The last week served as perfect reminder for something that’s often forgotten this time of year.
Stability ain’t such a bad thing.
Programs across the country are searching for their next stable leader. They’d love to have a guy who was willing to stay at a program for 10 years, rack up a handful of conference titles, compete for national titles and, oh yeah, beat the rival a few times. Those guys have high floors. And if you don’t think winning 7-8 games is a high floor, take a look at Tennessee.
Gus Malzahn has done all of those things during his 5 seasons at Auburn. Has he become the second coming of Nick Saban in Alabama? Not exactly, but the guy is 9 days removed from flexing all over the best coach in America.
So when reports surfaced that Malzahn was flirting with the idea of returning to his Arkansas roots, I winced for Auburn.
Well, there are very few people on the planet who can compete for SEC titles, national titles and even beat Saban multiple times. Malzahn is one of those few people. The thinking that Auburn would let him walk after losing in the SEC Championship on Saturday didn’t sit right.
Sure, Malzahn was reportedly seeking a deal from Arkansas worth close to $50 million over 7 years. Of course he was. That was stability to him. Somewhat surprisingly, Auburn reportedly gave Malzahn the hefty extension he was seeking. In turn, he gave Auburn the stability it should’ve been seeking.
Take away your opinions of Saturday night’s result, one which was clearly impacted by the health of Kerryon Johnson. Let’s throw out a little scenario. Say Auburn didn’t match or even approach the money that Arkansas offered Malzahn. He then leaves and the Tigers have a new coach to hire.
They would conduct a search on the open market — an extremely late one — in hopes of finding a guy they believed could do the following things:
- Compete for SEC Championships
- Compete for national championships
- Compete with Saban
Auburn, obviously, wouldn’t have definitive answers as to whether its next coach could accomplish all three bullet points. They could claim they have someone capable of those things, but they wouldn’t really know. It’s Auburn, so the new coach is getting at least $5 million per year, if not more.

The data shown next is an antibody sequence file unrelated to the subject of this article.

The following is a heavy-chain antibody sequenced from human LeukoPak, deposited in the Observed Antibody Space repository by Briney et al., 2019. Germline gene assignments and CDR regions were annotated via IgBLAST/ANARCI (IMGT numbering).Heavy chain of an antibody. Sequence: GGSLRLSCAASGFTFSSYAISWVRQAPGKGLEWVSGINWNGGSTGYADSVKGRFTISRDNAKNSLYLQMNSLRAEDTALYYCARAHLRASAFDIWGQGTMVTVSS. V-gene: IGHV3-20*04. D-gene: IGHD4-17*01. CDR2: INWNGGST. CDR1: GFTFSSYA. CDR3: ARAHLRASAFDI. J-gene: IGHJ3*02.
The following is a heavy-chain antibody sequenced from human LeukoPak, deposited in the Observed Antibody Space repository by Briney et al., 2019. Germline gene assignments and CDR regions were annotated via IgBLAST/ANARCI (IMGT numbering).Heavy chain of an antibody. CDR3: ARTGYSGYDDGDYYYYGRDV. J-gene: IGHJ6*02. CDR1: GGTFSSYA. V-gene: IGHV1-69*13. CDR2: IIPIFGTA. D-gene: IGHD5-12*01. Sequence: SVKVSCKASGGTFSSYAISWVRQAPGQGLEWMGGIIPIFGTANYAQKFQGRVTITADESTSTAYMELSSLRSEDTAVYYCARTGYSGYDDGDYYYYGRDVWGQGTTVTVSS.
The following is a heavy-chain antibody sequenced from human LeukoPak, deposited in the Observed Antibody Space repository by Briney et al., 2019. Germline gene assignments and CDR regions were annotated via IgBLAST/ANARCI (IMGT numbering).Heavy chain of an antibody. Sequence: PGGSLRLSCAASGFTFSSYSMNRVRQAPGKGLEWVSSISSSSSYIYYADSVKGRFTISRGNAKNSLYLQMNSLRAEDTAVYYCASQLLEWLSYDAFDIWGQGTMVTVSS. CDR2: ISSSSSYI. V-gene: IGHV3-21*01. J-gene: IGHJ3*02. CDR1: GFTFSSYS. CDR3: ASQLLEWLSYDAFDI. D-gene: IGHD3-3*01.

Wait, so Auburn was going to risk starting over just to save a couple million dollars per year on a coach? Of course not. Malzahn had all the leverage in the world, and his party knew that.
After all, it was he who nearly kept Alabama out of the Playoff for the first time. It was Malzahn who was the only SEC coach with any track record of beating Saban. It was Malzahn who pulled off perhaps two of the most impressive regular season victories we’ve seen from anyone in recent memory.
You better believe Auburn shelled out big cash to keep Malzahn around.
His offensive model was a proven success in 2017. The quarterback development, the out-scheming, the big-time performances in big games … it was all there. Regardless of what happens in the Peach Bowl, Malzahn showed that his offense can beat arguably the top two defensive minds in college football right now (Saban and Kirby Smart).
This was an entirely different cast and crew than the 2013 squad, which some might’ve perceived as “better lucky than good.” He won with a whole lot of Gene Chizik talent that year. This year, it was all Malzahn’s guys.
Speaking of Chizik, he embodied what it’s like to coach at that program the past decade. The peaks and valleys are always so extreme. How many places can a coach win a national title and be out of a job 2 years later? Obviously Chizik didn’t help himself with that 3-9 season in his fourth year, but that still says a lot.
It’s true that since Saban got the Tide rolling down the road in Tuscaloosa, the pressure of being the head coach at Auburn certainly saw a spike. Tommy Tuberville’s first bad season with Saban in the state resulted in his departure. Chizik’s first season with less than 8 wins with Saban around resulted in his firing.
It wasn’t long ago that Malzahn entered that LSU game in 2016 with his seat hotter than ever after a 1-2 start. Never mind the fact that he was 28-15 overall with an SEC title and a national championship appearance under his belt. Had the clock not run out on LSU that night, who knows if Malzahn coaches another game at Auburn.
Shoot, who knows if Malzahn even coaches in the 2017 Iron Bowl if his team got blown out by Georgia?
That’s the last scenario any coach wants to experience. It’s one that coaches with Malzahn’s level of success shouldn’t have to experience. With this new deal, Auburn no longer looks like the place that chews coaches up and spits them out at the first sign of weakness (at least during the Saban era at Alabama).
Auburn made a strong statement Sunday. Making that kind of commitment to Malzahn might be criticized by some who don’t understand the financial gains just from being nationally relevant on a consistent basis. There’s nothing wrong with what Auburn did to keep Malzahn, nor was there anything wrong with Malzahn’s reported handling of those negotiations.
Finally, Auburn has some stability. As we learned the last week in the SEC, stability at the head coaching position is king.
And if you beat Saban by double digits, you’ll get paid like a king, too.